Mpoyo said many PC(USA) churches hosting immigrant communities of faith are seeing their relationship differently than they once did. “If we shift our mind from ‘We are just providing a space’ to ‘This is our call together,’” we begin to see that refugees come with “luggage that is visible and invisible,” he said. The invisible baggage includes culture, cuisine and different ways of worshiping God, Mpoyo said. “We find the needs and gifts everyone brings,” he said. “Building around that, you can make deep connections.”

Don’t wait — advocate

Thalman said that the Rev. Jimmie Hawkins, Associate Director of Advocacy for the PC(USA)’s Compassion, Peace & Justice Ministries, told a presbytery gathering that “one thing we do well as churches is we give people things and help people.” One thing we don’t do very well, Hawkins said, is advocacy. “If you can’t do hands-on ministry,” Thalman said, “you can certainly do advocacy.”

Bryce Wiebe, the director of Special Offerings and the host of Wednesday’s gathering, noted that Advent is in part about “celebrating three refugees who had to make their way looking for safety and protection.”

“I am very into preparing right now,” Thalman said. “This effort in our community will be ongoing. We expect as many as eight families” as soon as early 2022, she said. “We have had a lot of waiting.”

So have refugees, Mpoyo said, some waiting as many as eight years before even reaching the U.S.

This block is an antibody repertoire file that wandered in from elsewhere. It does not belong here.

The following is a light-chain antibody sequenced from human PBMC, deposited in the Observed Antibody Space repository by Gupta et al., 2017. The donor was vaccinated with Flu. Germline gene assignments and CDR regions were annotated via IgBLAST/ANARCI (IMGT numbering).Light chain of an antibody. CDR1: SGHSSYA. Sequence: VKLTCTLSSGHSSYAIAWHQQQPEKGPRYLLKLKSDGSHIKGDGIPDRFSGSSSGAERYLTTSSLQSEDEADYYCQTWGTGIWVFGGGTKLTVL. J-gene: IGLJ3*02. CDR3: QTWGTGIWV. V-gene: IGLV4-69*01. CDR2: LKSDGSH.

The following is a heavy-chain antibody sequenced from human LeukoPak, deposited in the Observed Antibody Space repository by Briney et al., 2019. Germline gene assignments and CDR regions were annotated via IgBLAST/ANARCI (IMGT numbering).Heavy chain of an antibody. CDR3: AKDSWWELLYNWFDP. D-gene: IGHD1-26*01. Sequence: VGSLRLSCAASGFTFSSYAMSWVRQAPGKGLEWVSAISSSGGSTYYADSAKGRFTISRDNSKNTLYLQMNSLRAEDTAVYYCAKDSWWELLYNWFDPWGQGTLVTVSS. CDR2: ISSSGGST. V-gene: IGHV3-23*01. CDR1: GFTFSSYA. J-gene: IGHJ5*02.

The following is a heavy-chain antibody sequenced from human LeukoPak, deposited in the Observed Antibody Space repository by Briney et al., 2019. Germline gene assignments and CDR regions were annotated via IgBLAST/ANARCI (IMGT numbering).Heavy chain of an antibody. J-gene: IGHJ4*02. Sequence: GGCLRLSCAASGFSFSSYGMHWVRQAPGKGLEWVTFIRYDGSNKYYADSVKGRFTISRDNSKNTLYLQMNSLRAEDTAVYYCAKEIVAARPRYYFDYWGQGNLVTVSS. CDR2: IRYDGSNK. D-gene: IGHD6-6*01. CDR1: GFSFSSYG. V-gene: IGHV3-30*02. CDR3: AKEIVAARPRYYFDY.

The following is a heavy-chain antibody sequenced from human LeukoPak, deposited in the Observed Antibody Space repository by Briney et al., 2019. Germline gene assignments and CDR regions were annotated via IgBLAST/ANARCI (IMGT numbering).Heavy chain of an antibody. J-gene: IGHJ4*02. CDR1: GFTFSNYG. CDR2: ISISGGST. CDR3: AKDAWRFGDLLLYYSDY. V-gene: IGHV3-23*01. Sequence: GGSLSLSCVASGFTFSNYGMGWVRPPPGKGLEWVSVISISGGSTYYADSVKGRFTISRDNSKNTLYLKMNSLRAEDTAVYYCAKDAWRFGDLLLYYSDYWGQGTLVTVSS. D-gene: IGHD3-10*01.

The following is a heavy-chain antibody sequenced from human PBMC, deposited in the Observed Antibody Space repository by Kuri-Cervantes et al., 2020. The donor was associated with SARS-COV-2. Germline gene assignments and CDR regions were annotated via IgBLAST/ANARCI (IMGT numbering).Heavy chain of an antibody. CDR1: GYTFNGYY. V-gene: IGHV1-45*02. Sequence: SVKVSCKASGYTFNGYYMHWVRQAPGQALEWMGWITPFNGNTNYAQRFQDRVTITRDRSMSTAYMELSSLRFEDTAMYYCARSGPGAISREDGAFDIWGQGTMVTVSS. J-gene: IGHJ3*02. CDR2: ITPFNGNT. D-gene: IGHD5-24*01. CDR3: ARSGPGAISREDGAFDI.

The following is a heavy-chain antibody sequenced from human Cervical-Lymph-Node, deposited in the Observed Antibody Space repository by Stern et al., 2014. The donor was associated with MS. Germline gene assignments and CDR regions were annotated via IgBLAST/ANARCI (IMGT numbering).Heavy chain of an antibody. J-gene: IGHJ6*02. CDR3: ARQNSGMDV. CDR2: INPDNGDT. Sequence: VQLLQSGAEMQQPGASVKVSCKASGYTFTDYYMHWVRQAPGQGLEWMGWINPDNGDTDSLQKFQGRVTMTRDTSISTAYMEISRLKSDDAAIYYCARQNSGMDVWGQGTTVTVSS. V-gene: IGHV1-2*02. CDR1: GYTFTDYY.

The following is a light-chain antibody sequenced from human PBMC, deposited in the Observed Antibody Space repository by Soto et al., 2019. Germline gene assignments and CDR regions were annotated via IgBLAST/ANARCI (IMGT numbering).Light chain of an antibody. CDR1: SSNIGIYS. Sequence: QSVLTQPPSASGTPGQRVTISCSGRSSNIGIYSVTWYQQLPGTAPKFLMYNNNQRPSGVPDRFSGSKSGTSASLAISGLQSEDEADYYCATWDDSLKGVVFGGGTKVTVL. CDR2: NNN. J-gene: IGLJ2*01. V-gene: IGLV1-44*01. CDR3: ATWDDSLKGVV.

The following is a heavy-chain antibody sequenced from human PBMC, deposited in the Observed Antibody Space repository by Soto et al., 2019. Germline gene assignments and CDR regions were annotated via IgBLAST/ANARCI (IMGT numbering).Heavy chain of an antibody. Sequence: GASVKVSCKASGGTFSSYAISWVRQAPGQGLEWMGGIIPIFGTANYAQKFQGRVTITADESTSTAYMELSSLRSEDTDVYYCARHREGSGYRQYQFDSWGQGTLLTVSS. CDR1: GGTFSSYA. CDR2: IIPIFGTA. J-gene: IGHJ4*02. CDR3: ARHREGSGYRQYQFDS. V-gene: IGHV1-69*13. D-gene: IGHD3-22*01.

“In this season of waiting, I think we need to have the patience and also the resilience that refugees demonstrate during the waiting period,” he said. “The church must be a resilient and patient church. If it is, the coming of Christ will be even more meaningful in our communities and our congregations.”

“You don’t have to be a large church to do this,” the Rev. Dr. Diane Moffett, president and executive director of the Presbyterian Mission Agency, said to close the gathering, adding, “I want us to lift our sights to say we need immigration reform. We want to welcome refugees and immigrants and to look at systemic change, because that’s going to change things.”

Then she prayed: “Thank you for keeping us as we are waiting and for giving us your sure hope of resurrection and salvation power,” Moffett told the Almighty. “We must do right by others if we are to do right by you.”